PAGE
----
How Does Clicker Training Work?

Learn how clicker training works and whether it’s just a gimmick.

Jolanta Benal, CPDT-KA, CBCC-KA
6-minute read
Episode #97

Here’s clicker training in a nutshell: You have a little plastic toy that makes a clicking sound. You click when your dog does what you’re looking for in a training session, or when she does something right at other times. And then you immediately deliver a small piece of food. So what, you might ask, is the point? This week, how clicker training works and why it’s worth your while to carry around a silly plastic toy.

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How Does Clicker Training Work?

First, a bit of science. Don’t worry, it won’t hurt. The clicker’s usefulness depends on the fact that animals learn by association. The sound of the click means nothing to start with, but when your dog notices that every click is followed PDQ by a small tasty treat, he begins to pay close attention to that click. What was I doing when I heard it? Hmm, let’s try that again!

Technically, food is what’s called a “primary reinforcer,” primary meaning that living things don’t need to learn to like it – they need it, so liking it is built in. And a “reinforcer” is any consequence that strengthens the behavior which produced it. Suppose you say your dog’s name, click when he looks at you, and then give him a treat--the treat reinforces looking at you. The great trainer Kathy Sdao compares reinforcement to weight lifting: the more you practice, the stronger your muscles get; the more you reinforce a behavior, the more likely that behavior gets. (1)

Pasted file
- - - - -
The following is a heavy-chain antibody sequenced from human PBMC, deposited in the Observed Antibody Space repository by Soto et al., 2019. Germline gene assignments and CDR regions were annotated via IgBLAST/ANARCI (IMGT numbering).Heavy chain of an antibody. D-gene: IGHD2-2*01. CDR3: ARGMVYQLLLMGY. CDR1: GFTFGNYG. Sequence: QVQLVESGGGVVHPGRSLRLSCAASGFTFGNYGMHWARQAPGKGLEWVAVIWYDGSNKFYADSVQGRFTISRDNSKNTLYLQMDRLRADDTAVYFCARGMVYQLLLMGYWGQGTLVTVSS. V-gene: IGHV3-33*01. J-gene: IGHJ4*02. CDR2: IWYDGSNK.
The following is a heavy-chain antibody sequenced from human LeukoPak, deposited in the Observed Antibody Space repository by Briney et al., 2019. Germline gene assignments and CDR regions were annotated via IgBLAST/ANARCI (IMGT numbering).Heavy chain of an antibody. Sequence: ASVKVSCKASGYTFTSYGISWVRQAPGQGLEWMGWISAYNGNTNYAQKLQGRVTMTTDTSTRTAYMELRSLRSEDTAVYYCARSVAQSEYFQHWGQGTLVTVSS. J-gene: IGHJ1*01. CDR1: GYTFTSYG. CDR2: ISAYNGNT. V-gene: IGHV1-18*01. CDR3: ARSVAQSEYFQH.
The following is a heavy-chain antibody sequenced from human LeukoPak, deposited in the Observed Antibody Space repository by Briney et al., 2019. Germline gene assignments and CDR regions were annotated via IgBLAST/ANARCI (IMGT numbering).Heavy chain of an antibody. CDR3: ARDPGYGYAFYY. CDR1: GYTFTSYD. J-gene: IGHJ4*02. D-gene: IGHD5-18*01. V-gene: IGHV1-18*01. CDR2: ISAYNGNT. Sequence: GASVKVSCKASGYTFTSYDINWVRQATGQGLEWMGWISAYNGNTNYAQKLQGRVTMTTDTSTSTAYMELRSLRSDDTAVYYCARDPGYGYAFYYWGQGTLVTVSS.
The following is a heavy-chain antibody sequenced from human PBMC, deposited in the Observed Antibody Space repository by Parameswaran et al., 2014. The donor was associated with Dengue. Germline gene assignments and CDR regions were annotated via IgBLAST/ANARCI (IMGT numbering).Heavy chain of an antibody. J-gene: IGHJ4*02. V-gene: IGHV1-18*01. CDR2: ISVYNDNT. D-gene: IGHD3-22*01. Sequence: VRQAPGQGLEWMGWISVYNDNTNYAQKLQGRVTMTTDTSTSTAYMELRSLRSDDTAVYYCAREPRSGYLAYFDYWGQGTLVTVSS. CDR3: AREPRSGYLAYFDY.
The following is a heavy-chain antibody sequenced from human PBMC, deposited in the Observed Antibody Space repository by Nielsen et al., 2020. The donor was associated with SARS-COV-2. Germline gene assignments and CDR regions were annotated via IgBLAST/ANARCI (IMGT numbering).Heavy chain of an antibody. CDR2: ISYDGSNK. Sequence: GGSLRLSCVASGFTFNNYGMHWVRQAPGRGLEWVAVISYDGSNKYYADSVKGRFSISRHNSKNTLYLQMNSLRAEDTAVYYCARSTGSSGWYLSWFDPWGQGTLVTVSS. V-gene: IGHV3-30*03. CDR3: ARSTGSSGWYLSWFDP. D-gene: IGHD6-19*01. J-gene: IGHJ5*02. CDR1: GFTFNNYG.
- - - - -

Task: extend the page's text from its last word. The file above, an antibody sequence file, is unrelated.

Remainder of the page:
Okay, you already knew that when doing Thing A gets you a Desirable Thing B, you’re likely to keep doing Thing A as long as you keep wanting Thing B. You give your dog a treat for sitting, she’s likely to sit again and again as long as she’s got some chance of getting a treat for it. What makes the clicker so special?


About the Author

Jolanta Benal, CPDT-KA, CBCC-KA

Jolanta holds professional certifications in both training and behavior counseling and belongs to the Association of Professional Dog Trainers and the International Association of Animal Behavior Consultants. She also volunteered with Pet Help Partners, a program of the Humane Society of the United States that works to prevent pet relinquishment. Her approach is generally behaviorist (Pavlovian, Skinnerian and post-Skinnerian learning theory) with a big helping of ethology (animal behavior as observed in non-experimental settings).